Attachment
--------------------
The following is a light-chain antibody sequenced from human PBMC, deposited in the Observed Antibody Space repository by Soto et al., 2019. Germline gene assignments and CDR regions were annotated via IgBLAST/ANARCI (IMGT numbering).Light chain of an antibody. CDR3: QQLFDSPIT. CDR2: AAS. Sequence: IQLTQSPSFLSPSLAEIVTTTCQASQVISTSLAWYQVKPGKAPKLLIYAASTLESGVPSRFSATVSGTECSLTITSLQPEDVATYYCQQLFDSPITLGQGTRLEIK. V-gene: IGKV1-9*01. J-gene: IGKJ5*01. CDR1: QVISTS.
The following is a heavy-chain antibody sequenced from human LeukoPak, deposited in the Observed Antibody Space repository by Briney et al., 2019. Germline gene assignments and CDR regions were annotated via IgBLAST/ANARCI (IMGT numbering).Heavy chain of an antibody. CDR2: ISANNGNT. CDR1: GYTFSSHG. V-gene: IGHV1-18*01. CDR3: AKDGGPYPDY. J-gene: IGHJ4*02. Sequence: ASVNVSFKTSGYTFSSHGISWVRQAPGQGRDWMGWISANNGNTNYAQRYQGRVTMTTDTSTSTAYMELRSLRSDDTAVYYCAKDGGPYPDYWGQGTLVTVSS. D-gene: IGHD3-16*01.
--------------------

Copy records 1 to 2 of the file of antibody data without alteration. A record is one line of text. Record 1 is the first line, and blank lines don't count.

The following is a light-chain antibody sequenced from human PBMC, deposited in the Observed Antibody Space repository by Soto et al., 2019. Germline gene assignments and CDR regions were annotated via IgBLAST/ANARCI (IMGT numbering).Light chain of an antibody. CDR3: QQLFDSPIT. CDR2: AAS. Sequence: IQLTQSPSFLSPSLAEIVTTTCQASQVISTSLAWYQVKPGKAPKLLIYAASTLESGVPSRFSATVSGTECSLTITSLQPEDVATYYCQQLFDSPITLGQGTRLEIK. V-gene: IGKV1-9*01. J-gene: IGKJ5*01. CDR1: QVISTS.
The following is a heavy-chain antibody sequenced from human LeukoPak, deposited in the Observed Antibody Space repository by Briney et al., 2019. Germline gene assignments and CDR regions were annotated via IgBLAST/ANARCI (IMGT numbering).Heavy chain of an antibody. CDR2: ISANNGNT. CDR1: GYTFSSHG. V-gene: IGHV1-18*01. CDR3: AKDGGPYPDY. J-gene: IGHJ4*02. Sequence: ASVNVSFKTSGYTFSSHGISWVRQAPGQGRDWMGWISANNGNTNYAQRYQGRVTMTTDTSTSTAYMELRSLRSDDTAVYYCAKDGGPYPDYWGQGTLVTVSS. D-gene: IGHD3-16*01.